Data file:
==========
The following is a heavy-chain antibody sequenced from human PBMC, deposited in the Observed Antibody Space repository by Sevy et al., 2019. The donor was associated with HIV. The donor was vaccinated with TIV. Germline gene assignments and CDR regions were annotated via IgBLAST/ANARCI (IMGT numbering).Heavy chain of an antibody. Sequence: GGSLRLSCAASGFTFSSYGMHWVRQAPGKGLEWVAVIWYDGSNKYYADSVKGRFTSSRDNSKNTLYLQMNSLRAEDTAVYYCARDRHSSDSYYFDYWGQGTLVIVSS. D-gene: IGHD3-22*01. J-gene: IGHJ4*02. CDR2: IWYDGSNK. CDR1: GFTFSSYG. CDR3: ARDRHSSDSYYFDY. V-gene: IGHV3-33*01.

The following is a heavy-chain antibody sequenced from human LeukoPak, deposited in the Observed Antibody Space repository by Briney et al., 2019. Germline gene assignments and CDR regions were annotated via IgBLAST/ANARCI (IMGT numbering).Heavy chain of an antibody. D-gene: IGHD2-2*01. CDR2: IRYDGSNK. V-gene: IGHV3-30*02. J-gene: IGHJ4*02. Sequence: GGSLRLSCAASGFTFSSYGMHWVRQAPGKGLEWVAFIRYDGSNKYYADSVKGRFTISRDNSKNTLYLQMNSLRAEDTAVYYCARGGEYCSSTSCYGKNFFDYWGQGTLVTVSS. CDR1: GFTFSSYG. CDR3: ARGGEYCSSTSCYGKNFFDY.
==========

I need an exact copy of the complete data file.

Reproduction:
The following is a heavy-chain antibody sequenced from human PBMC, deposited in the Observed Antibody Space repository by Sevy et al., 2019. The donor was associated with HIV. The donor was vaccinated with TIV. Germline gene assignments and CDR regions were annotated via IgBLAST/ANARCI (IMGT numbering).Heavy chain of an antibody. Sequence: GGSLRLSCAASGFTFSSYGMHWVRQAPGKGLEWVAVIWYDGSNKYYADSVKGRFTSSRDNSKNTLYLQMNSLRAEDTAVYYCARDRHSSDSYYFDYWGQGTLVIVSS. D-gene: IGHD3-22*01. J-gene: IGHJ4*02. CDR2: IWYDGSNK. CDR1: GFTFSSYG. CDR3: ARDRHSSDSYYFDY. V-gene: IGHV3-33*01.

The following is a heavy-chain antibody sequenced from human LeukoPak, deposited in the Observed Antibody Space repository by Briney et al., 2019. Germline gene assignments and CDR regions were annotated via IgBLAST/ANARCI (IMGT numbering).Heavy chain of an antibody. D-gene: IGHD2-2*01. CDR2: IRYDGSNK. V-gene: IGHV3-30*02. J-gene: IGHJ4*02. Sequence: GGSLRLSCAASGFTFSSYGMHWVRQAPGKGLEWVAFIRYDGSNKYYADSVKGRFTISRDNSKNTLYLQMNSLRAEDTAVYYCARGGEYCSSTSCYGKNFFDYWGQGTLVTVSS. CDR1: GFTFSSYG. CDR3: ARGGEYCSSTSCYGKNFFDY.